Director Richard Linklater’s 1995 feature Before Sunrise was received with incredible enthusiasm for a tiny indie that consisted primarily of conversation between two travellers, Jesse (Ethan Hawke) and Celine (Julie Delpy), who spend one romantic night together in Vienna. Audiences were so enamored that the three returned nine years later for a second chance encounter in Paris in Before Sunset. Now, another nine years on, we catch up with them again in various sections of Greece in Before Midnight. The characters have matured, and so has motion picture technology. This is the first installment of the Before saga to be shot digitally.
Ethan Hawke as Jesse and Julie Delpy as Celine. Photos by Despina Spyrou/Sony Picture Classics
While cinematographer Christos Voudouris would have preferred to shoot 35mm film as Lee Daniel had done for the previous features, Voudouris observes that the ARRI Alexas they used had some advantages over film on this project, made up in great part of extremely long takes. “With two [SxS] cards in the camera, we could shoot for 28 minutes without cutting. This was definitely a plus on this film.”
Voudouris doesn’t want to compare the Alexa to other digital cameras, except to say that, for shooting in Greece, with a lot of very bright highlights, “The Alexa was probably the best camera at the time for handling those conditions while also rendering very nice skin tones.”
The cinematographer shot with Cooke primes and recorded in ProRes 4444 Log C to the SxS cards. While ARRIRAW format would have preserved even more picture information in the very contrasty environment, Voudouris and the producers felt that supplementing the camera with an external recording device would have added unnecessary cost and difficulty to a shoot where operators had to handhold their cameras for some epic walk-and-talks.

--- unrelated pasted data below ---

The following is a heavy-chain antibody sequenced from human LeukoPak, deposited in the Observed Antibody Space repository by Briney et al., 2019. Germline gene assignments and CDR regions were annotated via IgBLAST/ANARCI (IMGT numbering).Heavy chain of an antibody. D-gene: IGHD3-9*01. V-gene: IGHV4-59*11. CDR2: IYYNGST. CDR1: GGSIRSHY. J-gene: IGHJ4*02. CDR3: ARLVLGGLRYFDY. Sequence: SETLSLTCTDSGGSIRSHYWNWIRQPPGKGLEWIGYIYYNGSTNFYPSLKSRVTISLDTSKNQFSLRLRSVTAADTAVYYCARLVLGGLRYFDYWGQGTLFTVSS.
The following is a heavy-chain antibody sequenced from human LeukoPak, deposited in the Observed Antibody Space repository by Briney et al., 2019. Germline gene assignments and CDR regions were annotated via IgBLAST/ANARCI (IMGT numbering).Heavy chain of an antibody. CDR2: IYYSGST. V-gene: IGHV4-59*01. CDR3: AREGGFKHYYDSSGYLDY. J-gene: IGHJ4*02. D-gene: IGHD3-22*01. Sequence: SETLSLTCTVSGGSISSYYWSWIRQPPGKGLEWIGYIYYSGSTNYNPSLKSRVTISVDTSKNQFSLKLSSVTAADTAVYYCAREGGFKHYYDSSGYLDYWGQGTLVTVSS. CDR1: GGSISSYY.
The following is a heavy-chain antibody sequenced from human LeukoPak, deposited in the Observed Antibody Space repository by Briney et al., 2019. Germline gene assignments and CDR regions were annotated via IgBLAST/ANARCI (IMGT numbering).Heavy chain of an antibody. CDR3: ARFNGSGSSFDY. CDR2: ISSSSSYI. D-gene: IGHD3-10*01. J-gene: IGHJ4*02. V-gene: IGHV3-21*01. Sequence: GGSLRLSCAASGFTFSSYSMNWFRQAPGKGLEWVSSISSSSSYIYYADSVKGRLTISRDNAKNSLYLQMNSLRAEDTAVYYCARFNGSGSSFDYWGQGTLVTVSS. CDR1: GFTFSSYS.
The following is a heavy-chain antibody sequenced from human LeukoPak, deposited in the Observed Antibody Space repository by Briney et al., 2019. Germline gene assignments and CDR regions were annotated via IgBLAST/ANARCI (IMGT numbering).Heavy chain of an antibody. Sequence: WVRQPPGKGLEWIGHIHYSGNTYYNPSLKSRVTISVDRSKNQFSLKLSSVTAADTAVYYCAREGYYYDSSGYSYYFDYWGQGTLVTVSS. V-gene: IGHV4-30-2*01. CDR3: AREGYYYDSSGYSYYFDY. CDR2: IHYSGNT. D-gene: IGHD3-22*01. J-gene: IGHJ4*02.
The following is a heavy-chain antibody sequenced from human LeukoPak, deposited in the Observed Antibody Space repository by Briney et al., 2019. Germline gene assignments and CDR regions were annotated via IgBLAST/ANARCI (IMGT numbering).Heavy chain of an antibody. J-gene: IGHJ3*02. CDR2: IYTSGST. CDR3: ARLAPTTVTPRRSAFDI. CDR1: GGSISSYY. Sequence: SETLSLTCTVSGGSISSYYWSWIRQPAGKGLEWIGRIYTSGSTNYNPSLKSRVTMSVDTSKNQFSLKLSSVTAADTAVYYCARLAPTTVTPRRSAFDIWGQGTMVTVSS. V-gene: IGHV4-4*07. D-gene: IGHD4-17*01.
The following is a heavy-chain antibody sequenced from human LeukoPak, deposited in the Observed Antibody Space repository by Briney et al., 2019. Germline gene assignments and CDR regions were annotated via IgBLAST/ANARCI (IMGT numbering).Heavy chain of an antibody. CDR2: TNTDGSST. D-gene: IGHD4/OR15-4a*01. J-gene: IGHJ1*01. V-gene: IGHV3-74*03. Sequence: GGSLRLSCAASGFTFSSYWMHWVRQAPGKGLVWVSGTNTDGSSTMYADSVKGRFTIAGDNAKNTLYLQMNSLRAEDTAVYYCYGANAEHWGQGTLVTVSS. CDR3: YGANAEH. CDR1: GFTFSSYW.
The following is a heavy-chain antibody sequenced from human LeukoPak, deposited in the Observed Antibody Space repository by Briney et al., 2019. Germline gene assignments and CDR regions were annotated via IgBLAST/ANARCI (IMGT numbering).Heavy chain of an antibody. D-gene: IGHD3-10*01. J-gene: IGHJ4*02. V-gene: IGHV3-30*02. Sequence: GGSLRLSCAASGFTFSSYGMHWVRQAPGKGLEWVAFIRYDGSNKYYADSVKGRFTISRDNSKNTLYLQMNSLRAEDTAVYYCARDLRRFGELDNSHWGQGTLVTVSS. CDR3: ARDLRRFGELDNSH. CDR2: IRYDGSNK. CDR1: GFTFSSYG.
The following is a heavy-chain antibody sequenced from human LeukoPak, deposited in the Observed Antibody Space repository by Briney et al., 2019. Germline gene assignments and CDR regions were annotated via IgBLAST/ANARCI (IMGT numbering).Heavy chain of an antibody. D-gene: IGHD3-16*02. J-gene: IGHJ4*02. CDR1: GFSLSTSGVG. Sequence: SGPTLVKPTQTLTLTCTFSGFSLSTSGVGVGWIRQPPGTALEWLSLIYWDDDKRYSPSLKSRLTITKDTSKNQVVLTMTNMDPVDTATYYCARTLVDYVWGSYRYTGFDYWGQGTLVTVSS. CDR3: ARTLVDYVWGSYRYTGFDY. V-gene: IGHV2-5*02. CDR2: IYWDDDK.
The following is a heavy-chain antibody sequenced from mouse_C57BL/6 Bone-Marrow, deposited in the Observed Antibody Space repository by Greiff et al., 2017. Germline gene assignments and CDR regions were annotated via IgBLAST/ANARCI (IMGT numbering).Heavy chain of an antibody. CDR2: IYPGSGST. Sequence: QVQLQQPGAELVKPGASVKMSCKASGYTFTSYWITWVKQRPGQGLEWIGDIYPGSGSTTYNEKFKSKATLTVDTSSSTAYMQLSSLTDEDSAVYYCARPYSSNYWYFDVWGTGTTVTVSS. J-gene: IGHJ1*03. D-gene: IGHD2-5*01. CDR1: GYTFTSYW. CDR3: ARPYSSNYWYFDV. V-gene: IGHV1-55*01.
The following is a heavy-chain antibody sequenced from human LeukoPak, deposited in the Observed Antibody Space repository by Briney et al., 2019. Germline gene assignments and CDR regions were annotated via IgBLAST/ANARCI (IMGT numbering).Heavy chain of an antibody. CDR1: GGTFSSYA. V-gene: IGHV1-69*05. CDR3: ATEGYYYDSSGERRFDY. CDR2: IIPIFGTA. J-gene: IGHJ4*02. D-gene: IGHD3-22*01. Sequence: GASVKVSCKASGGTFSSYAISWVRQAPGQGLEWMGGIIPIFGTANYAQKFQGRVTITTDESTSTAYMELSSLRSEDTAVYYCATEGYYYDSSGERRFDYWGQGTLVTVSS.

Celine and Jesse with their daughter Ella (Jennifer Prior)
Before Midnight was shot over a 16-day period. Unlike the previous films in the series, it’s set in several areas rather than a single city. “Since a great deal takes place outside during the day, we tried to confine shooting as much as possible to morning and late afternoon in order to avoid hard sunlight. So when we were shooting, we were working very quickly,” Voudouris recalls. “My crew was wonderful, and Rick, Ethan and Julie were always prepared.”
The trio wrote the film amid extensive discussions and improvisation before principal photography commenced, and in off hours during production.
In preparing for the film, Linklater and Voudouris discussed the two previous efforts, but the director wanted this look at the now middle-aged couple to suggest a different feel from Lee Daniel’s warm, soft, romantic composition. The director wanted his DP to look at some classic films about mature relationships, particularly Ingmar Bergman’s 1973 drama Scenes from A Marriage, shot in a rather clinical way by Sven Nykvist.
Ethan Hawke and Julie Delpy with director Richard Linklater (on crutches)
“We looked at a number of films, but in the end Rick’s [Richard Linklater] footprint is all over this film,” Voudouris says. “The films are special because Rick and Ethan and Julie are so honest and fearless about these characters. I think audiences can easily find something they identify with because Jesse and Celine feel so real.”
Shooting in the Sun
Cinematographer Christos Voudouris has found that the Alexa’s ISO settings work counterintuitively in that his images react better under very bright, contrasty conditions at higher numbers. “When I shoot exteriors at 1000 or even higher, the highlights look better,” he says. “They have more of a filmic feel.”
Since he likes to shoot close to wide open, he naturally needed a very hefty amount of ND. “It’s never good to pile too many filters in front of the lens, so I try to keep it to only two, with one of them being very heavy, like 2.1 or 2.4—strengths that aren’t always easy to find.”